Today’s guest post comes to us from the fingers of Hidaya Warsame, a fellow translator who currently resides in London.
Her company asked me to write a bit about about the niceties and vicisitudes of being a translator; in exchange, I asked them to share their impressions of using languages for fun versus for work. So here you go: answers to the questions that anybody aspiring to be a translator wants to know beforehand. Take it away, Hidaya!
It’s often said that “to possess another language is to possess another soul.” A sentence which for language lovers such as myself couldn’t be any truer. This particular sentence is somehow engraved onto my mind and has stuck with me throughout my language learning journey.
Initially, I started learning languages for the same reasons perhaps a majority of people do – to be able to communicate during my travels. I have always travelled a lot as exploring new countries, their culture and history is something that has fascinated me from a very young age. Truthfully, being able to speak the native language of a country you’re visiting will not only allow you to ask for the dessert menu or directions, but also, and most importantly, will let you experience matters that you could easily miss otherwise as a monolingual speaker.
In time, the love I have for travelling somehow extended itself onto language learning. I currently speak Italian, Polish, French, Spanish, and of course, English. In the future I hope to learn Thai, although this task at the moment seems rather difficult, to say the least, not only due to complete lack of time, but also due to the tonal nature of the language!
Knowing languages not only allowed me to make use of them in my personal life, but also, it made it possible for me to transfer my knowledge to my professional life too. I am currently working for a professional translation agency based in London, and therefore something I truly enjoy – interacting with different languages and cultures, is now part of my everyday life!
Many people think that simply being able to speak another language fluently will allow them to become a professional translator. Unfortunately, the truth is a little bit more complicated than that…
Make it official.
One of the most apparent differences between speaking a language for personal use and using your language skills and knowledge professionally (e.g. a translator) is obtaining a legally recognised qualification. A person who only wishes to be able to communicate with friends and family or perhaps during their travels does not require any type of official recognition of their skill. Consequently, such person is able to use a number of different learning resources such as the internet, books and group classes – whatever they find most suitable – and when they feel confident enough with their language skills, the world can truly be their oyster.
On the other hand, a person who wishes to become a professional translator or interpreter and work for an agency (such as the one I work for – Translation Services 24), must complete specific exams and assessments which are legally recognised and which allow you to officially work within the industry. A number of translators complete either a degree in a language related subject or another widely recognised qualification, one of the most popular being DipTrans by CIOL. You can find more information about it here.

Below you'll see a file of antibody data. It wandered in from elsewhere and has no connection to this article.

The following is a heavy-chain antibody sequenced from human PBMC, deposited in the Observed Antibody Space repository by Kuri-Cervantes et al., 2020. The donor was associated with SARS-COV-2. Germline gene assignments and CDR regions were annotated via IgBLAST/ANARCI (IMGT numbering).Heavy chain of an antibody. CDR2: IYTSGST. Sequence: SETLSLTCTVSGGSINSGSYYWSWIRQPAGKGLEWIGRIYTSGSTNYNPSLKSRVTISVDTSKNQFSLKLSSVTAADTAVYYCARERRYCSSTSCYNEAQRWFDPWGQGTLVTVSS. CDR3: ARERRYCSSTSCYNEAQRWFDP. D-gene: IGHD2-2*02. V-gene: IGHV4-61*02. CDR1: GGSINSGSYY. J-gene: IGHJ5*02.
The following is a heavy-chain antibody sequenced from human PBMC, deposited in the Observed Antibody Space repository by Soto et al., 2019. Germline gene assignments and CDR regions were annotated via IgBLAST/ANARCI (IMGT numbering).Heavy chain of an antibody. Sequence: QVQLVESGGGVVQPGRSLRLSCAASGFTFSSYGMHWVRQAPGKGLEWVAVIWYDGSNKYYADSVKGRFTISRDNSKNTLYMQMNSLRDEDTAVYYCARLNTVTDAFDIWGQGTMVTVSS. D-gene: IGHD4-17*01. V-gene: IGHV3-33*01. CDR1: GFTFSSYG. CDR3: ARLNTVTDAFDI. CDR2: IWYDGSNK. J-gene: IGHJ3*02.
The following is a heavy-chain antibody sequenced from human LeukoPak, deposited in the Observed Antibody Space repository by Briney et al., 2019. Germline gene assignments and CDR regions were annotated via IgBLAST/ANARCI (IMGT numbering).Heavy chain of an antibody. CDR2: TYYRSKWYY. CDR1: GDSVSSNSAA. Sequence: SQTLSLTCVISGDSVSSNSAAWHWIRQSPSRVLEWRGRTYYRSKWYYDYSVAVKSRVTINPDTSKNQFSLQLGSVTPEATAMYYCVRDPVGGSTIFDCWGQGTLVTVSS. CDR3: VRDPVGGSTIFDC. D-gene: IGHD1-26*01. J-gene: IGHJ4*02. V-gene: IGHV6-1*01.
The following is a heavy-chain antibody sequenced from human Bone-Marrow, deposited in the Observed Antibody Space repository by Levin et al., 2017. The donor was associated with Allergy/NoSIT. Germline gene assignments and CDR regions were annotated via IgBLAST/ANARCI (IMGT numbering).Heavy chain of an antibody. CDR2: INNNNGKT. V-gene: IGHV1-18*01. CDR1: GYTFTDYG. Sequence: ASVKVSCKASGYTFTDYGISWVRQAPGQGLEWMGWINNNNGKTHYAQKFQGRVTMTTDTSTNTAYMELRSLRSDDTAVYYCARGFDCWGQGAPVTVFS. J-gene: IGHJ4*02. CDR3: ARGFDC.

Going an extra mile…or two.
Another important difference, which is rather obvious, yet many people manage to overlook it, is the level at which a person is able to speak a language. Of course, a person who only learns a language for personal use might be able to speak it fluently, yet, a professional translator must not only speak the language fluently, he or she must also go an extra mile, or two miles perhaps. A number of times a word might exists in one language but have no literal translation into the target language (e.g. gattara in Italian or Waldeinsamkeit in German). Such words can truly be a headache as a translator is required to recognise them and substitute with a word in a target language without losing their original meaning. Often changing the meaning of a single word during the translation process can affect not only a particular sentence but also the entire document!
Cultural knowledge also plays a major part of learning a language for personal and professional use. When learning a language for personal use (e.g. travelling), a person would study the language in order to later experience and learn more about the particular country’s culture. In contrast, professional linguists must understand the local culture and values in-depth prior to starting a translation project. This allows them to localise documents and target specific audience better, especially when translating marketing documents.
A number of translators work within specific business sectors such as legal, marketing or medical areas. This obliges them not only to learn a language, but also to learn the particular lingo that is used specifically within those sectors. A great example of this could be an English marketing term ‘SEO’, if you were a marketing translator, you’d be require to know exactly what the term stands for and what the localised translation in your target language is. This particular knowledge wouldn’t be expected of a language lover.
As you can see, learning and being able to speak a foreign language for personal use is rather different to using your language skills for earning a living. Do you have any other examples of how language learning differs between professional and personal use? Let us know in the comments!